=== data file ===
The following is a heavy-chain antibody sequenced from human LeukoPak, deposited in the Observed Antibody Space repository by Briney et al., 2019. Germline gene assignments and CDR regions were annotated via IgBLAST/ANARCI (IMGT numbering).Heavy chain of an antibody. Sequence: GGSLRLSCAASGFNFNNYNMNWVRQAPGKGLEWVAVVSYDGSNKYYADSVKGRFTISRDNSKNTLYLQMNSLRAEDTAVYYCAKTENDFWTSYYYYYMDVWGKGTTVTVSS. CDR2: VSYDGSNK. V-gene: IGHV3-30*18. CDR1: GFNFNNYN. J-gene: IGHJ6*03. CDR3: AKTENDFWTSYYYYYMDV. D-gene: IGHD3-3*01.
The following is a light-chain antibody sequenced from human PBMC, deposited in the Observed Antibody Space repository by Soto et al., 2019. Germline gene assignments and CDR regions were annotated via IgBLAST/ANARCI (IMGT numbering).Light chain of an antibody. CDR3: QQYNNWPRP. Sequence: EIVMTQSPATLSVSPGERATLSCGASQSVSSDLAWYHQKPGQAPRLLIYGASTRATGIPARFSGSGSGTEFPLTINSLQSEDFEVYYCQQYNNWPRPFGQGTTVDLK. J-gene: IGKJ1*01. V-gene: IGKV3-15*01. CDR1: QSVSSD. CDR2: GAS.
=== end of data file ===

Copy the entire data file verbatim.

The following is a heavy-chain antibody sequenced from human LeukoPak, deposited in the Observed Antibody Space repository by Briney et al., 2019. Germline gene assignments and CDR regions were annotated via IgBLAST/ANARCI (IMGT numbering).Heavy chain of an antibody. Sequence: GGSLRLSCAASGFNFNNYNMNWVRQAPGKGLEWVAVVSYDGSNKYYADSVKGRFTISRDNSKNTLYLQMNSLRAEDTAVYYCAKTENDFWTSYYYYYMDVWGKGTTVTVSS. CDR2: VSYDGSNK. V-gene: IGHV3-30*18. CDR1: GFNFNNYN. J-gene: IGHJ6*03. CDR3: AKTENDFWTSYYYYYMDV. D-gene: IGHD3-3*01.
The following is a light-chain antibody sequenced from human PBMC, deposited in the Observed Antibody Space repository by Soto et al., 2019. Germline gene assignments and CDR regions were annotated via IgBLAST/ANARCI (IMGT numbering).Light chain of an antibody. CDR3: QQYNNWPRP. Sequence: EIVMTQSPATLSVSPGERATLSCGASQSVSSDLAWYHQKPGQAPRLLIYGASTRATGIPARFSGSGSGTEFPLTINSLQSEDFEVYYCQQYNNWPRPFGQGTTVDLK. J-gene: IGKJ1*01. V-gene: IGKV3-15*01. CDR1: QSVSSD. CDR2: GAS.